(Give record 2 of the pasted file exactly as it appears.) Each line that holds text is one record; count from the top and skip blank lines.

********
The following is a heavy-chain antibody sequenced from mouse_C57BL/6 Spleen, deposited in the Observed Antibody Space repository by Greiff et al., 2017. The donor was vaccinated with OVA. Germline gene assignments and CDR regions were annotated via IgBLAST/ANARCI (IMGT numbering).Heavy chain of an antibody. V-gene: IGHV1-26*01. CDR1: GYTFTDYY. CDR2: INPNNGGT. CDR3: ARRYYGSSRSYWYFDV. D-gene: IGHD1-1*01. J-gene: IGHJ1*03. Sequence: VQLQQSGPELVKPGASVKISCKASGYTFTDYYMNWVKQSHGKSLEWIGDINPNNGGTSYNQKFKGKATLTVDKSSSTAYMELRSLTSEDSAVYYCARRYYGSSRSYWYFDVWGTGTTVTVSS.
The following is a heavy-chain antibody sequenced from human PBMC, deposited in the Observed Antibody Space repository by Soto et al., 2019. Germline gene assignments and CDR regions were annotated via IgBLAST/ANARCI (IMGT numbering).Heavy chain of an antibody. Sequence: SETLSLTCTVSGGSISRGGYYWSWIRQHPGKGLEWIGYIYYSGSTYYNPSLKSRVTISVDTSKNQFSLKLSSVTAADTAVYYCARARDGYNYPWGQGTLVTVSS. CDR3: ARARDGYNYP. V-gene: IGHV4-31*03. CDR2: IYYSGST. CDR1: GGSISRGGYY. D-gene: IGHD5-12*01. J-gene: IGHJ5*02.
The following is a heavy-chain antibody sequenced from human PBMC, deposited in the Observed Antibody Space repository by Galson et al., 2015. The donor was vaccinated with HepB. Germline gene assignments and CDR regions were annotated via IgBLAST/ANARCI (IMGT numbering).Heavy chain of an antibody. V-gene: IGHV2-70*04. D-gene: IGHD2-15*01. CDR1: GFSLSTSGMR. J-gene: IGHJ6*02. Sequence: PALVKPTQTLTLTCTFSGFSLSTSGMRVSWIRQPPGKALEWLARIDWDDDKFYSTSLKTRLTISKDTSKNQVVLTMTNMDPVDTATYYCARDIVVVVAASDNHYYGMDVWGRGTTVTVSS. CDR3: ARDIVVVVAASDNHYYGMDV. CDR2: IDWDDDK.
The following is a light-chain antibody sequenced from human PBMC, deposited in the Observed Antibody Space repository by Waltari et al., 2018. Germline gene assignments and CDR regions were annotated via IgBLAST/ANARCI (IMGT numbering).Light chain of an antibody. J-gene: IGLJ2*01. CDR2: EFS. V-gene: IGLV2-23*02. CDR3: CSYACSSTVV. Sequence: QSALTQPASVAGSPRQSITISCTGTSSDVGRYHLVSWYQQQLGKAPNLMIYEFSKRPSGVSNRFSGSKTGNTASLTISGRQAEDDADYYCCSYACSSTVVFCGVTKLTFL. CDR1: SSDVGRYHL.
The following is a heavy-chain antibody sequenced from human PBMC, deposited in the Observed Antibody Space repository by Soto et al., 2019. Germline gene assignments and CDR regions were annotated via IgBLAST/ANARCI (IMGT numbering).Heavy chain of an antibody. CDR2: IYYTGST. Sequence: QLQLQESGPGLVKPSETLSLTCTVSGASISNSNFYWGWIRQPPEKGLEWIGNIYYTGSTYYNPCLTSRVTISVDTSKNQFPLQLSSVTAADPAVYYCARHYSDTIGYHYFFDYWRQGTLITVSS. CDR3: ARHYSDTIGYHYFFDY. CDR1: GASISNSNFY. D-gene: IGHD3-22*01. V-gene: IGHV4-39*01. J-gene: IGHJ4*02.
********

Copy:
The following is a heavy-chain antibody sequenced from human PBMC, deposited in the Observed Antibody Space repository by Soto et al., 2019. Germline gene assignments and CDR regions were annotated via IgBLAST/ANARCI (IMGT numbering).Heavy chain of an antibody. Sequence: SETLSLTCTVSGGSISRGGYYWSWIRQHPGKGLEWIGYIYYSGSTYYNPSLKSRVTISVDTSKNQFSLKLSSVTAADTAVYYCARARDGYNYPWGQGTLVTVSS. CDR3: ARARDGYNYP. V-gene: IGHV4-31*03. CDR2: IYYSGST. CDR1: GGSISRGGYY. D-gene: IGHD5-12*01. J-gene: IGHJ5*02.